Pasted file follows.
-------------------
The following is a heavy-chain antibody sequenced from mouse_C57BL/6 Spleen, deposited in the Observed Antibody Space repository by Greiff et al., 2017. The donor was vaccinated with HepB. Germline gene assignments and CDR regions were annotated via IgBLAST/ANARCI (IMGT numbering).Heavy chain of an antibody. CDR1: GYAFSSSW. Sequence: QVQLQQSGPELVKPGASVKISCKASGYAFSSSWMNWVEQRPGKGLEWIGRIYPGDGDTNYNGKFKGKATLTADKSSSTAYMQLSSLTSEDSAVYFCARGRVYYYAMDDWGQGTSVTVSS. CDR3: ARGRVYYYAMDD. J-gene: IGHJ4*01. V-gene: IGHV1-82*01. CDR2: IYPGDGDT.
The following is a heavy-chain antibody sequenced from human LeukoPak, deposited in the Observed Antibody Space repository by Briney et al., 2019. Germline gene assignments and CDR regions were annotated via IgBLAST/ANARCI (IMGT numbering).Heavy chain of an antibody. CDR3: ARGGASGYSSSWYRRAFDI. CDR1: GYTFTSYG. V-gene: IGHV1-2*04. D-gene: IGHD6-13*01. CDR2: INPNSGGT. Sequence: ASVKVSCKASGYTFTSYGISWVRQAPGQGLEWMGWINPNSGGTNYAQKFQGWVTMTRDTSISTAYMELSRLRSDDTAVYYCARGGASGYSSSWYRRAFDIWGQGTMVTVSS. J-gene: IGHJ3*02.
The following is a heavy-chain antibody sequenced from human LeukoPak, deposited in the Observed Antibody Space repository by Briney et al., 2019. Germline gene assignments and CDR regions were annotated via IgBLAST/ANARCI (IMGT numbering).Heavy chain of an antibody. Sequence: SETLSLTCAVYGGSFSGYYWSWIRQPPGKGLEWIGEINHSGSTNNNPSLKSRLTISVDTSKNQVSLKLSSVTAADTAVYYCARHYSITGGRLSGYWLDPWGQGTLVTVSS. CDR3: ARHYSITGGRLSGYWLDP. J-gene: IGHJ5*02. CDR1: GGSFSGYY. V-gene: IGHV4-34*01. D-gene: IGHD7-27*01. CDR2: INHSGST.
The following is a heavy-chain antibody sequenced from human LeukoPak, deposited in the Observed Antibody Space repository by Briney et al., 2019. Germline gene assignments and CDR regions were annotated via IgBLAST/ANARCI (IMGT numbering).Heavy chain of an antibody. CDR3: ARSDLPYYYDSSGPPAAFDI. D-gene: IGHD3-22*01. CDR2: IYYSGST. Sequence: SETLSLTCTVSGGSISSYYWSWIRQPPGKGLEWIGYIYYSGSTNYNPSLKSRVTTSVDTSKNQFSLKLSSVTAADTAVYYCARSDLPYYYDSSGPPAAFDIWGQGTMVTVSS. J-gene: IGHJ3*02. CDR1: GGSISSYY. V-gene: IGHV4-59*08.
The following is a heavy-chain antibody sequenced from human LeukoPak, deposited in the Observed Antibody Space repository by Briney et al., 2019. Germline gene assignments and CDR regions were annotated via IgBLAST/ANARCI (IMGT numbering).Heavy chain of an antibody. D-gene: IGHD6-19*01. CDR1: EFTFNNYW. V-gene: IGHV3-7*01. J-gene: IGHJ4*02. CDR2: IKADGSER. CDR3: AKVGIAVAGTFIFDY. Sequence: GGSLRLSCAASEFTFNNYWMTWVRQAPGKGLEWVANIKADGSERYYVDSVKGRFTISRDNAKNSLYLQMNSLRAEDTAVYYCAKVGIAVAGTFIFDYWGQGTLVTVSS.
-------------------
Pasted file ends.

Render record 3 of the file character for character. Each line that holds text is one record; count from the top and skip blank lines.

The following is a heavy-chain antibody sequenced from human LeukoPak, deposited in the Observed Antibody Space repository by Briney et al., 2019. Germline gene assignments and CDR regions were annotated via IgBLAST/ANARCI (IMGT numbering).Heavy chain of an antibody. Sequence: SETLSLTCAVYGGSFSGYYWSWIRQPPGKGLEWIGEINHSGSTNNNPSLKSRLTISVDTSKNQVSLKLSSVTAADTAVYYCARHYSITGGRLSGYWLDPWGQGTLVTVSS. CDR3: ARHYSITGGRLSGYWLDP. J-gene: IGHJ5*02. CDR1: GGSFSGYY. V-gene: IGHV4-34*01. D-gene: IGHD7-27*01. CDR2: INHSGST.